man teaching a cooking class second career

Retirement often makes people healthier and happier. But there’s also plenty of research that shows that people who work and live with a sense of purpose will live longer.

Older workers are happier in their new careers too, with 59% of survey respondents agreeing they could “finally carry out my passion in my new career” and 72% saying that “emotionally, I feel like a new person since switching careers”.

With 19% of UK adults unhappy in their job, while the 53% of US adults unhappy at work, it’s no wonder that more people over 50 are choosing to follow their passion with a second career.

Rebecca Reiber from Antón, Panamá, founded an EcoVillage at 53 and says, “Chasing money doesn’t work for me. Living my life purpose has made all the difference in the world.”

Rebecca previously worked in export sales and as a consultant in strategic planning and sustainable community development and says she now has peace of mind knowing she’s living her purpose.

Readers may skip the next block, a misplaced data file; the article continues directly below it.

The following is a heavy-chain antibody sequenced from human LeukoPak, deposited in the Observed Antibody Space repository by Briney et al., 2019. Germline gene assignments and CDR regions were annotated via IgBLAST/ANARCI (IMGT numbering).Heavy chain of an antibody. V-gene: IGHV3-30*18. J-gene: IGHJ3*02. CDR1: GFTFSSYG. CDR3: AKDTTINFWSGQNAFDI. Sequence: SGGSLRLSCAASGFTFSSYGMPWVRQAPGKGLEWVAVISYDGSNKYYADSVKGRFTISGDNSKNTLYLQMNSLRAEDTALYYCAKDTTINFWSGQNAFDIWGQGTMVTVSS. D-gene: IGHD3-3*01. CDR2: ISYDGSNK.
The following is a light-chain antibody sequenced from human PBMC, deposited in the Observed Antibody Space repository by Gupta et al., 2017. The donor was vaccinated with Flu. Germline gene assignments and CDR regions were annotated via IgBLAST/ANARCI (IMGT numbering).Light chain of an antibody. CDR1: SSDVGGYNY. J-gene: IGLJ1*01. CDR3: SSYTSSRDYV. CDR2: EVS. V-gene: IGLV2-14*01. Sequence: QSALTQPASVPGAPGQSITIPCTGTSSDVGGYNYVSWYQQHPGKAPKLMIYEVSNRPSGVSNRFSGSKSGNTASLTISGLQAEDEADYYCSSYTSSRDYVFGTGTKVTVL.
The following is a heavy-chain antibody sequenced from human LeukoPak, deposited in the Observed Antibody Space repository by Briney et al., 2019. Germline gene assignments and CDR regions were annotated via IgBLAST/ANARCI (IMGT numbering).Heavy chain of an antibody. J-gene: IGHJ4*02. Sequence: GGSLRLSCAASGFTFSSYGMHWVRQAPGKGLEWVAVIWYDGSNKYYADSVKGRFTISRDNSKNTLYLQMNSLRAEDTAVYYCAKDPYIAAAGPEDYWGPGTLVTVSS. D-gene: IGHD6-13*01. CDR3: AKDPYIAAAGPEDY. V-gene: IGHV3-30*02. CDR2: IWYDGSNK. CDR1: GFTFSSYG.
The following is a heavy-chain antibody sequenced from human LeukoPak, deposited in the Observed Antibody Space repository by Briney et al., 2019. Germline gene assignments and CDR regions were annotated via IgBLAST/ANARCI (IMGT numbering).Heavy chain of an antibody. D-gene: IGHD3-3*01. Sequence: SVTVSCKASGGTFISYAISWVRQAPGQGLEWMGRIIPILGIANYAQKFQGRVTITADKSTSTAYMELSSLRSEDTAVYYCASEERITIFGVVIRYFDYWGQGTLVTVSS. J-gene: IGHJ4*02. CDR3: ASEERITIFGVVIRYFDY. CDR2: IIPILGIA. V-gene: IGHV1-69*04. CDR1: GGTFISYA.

She believes more people are starting new careers after 50 “because they are fed up with the current consumer-capitalist model of running on a hamster wheel.” By 50, many people have “accumulated enough wisdom and financial stability to walk away from the 9-5 and do what really motivates them,” says Rebecca.

Meg Roberts from Queensland, Australia, also followed her passion when she quit her office administration career and bought a machine embroidery business at 51. She says, “I had always wanted a sewing business and this opportunity came up. I thought if I didn’t have a go then I would find out I have left it too late and regret that I didn’t give it a go.”

Meg believes more people are starting second careers after 50 because “There are so many more options available now. People don’t feel tied to the one career like they once did. And we need to work longer so we may as well be doing something we like.”

Lifestyle change

hands making pottery second career